NASHVILLE, Tenn. (WKRN) – News 2 sat down with Metro Police Chief Steve Anderson to discuss the state of crime after the city saw a 20-year high in murders in 2017.
The chief expressed deep concern about the rising number of murders and the increase in gun violence.
The number of shootings that caused injury or death increased by 35 percent in Nashville in 2017 compared to 2016.
“People are more apt to use guns to settle differences that would have been settled in other ways in the past,” Chief Anderson said. “And a real disturbing part of this is the age of both the victims and the perpetrators are going down, so there’s a record number of juveniles involved in both homicides and shootings, victims and perpetrators.”
Chief Anderson spoke about the tragedy of the case of 74-year-old Ruxin Wang who was allegedly shot and killed by 16-year-old Myeisha Brown.
“It’s pretty obvious when you look at her background that there were opportunities to intervene and we as a society did not.”
He continued, “We now have two lives destroyed. We have the gentleman that’s deceased, and we have [Brown’s] life that’s now basically destroyed.”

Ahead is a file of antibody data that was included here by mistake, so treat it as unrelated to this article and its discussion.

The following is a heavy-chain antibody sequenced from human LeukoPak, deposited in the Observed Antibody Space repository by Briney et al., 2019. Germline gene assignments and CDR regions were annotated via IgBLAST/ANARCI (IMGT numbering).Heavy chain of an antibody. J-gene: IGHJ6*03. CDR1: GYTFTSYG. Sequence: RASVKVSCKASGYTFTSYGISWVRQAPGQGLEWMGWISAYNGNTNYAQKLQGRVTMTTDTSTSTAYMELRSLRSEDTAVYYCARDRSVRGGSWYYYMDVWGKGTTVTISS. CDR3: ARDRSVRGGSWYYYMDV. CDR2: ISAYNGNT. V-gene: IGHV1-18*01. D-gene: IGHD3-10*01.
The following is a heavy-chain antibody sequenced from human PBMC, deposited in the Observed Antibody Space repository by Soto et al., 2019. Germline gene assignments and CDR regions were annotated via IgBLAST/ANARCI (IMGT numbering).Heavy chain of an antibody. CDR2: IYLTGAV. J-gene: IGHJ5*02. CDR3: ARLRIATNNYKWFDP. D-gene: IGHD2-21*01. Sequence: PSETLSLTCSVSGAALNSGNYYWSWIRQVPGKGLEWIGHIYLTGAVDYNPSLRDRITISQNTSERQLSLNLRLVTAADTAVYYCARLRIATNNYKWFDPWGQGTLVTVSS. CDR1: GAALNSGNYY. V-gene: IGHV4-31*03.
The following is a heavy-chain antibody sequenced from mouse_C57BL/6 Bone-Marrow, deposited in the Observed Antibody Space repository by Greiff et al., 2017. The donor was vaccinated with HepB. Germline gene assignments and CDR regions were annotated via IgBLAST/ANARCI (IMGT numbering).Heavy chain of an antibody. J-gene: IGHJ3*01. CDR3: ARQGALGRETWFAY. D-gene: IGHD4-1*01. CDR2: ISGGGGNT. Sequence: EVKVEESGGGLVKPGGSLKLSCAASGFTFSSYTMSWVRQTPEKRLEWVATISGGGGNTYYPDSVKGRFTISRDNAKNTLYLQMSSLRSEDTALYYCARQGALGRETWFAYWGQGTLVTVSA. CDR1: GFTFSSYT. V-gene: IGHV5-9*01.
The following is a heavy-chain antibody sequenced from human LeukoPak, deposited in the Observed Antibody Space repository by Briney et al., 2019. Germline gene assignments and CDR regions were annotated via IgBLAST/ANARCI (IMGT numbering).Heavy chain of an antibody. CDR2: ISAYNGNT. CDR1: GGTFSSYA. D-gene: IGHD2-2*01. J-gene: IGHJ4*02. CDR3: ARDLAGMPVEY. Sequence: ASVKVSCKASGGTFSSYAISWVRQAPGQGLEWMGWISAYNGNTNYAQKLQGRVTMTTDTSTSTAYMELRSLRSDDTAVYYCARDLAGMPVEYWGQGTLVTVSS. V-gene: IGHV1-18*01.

The chief said it would take more than just efforts of the police department to turn the tide on rising juvenile crime.
“The generation that’s coming of age, we’re seeing the crime numbers go up, both in victims and perpetrators at the juvenile level. So, that’s a warning to us as a society that we’ve got to step in. We can’t let this trend continue to the next generation,” he said.
Data provided by the police department showed that shootings involving teens, ages 13 to 17, were up 78 percent from 2016 to 2017.
However, the department noted that the amount of guns confiscated on the streets of Nashville was 2,800 in 2017, compared to closer to 2,100 guns in 2016.
Nashville Mayor Megan Barry has approved funding for 70 additional police officers to help the department police a growing Nashville.
Another crime Chief Anderson said is concerning is the up-tick in home break-ins.
“One thing that’s always concerning to me is residential burglaries,” he said.
“Residential burglary by definition is a property crime. It’s just stuff, but to someone who has had their house invaded, it’s very personal. And then we know that’s where a good many of the guns come from that wind up shooting someone.”
MNPD public data through December 30 indicates residential burglaries were down 20 percent in 2017 compared to the same time period in 2016.
Julie Edwards tracks crime trends each Tuesday and Thursday on News 2 at 4 p.m.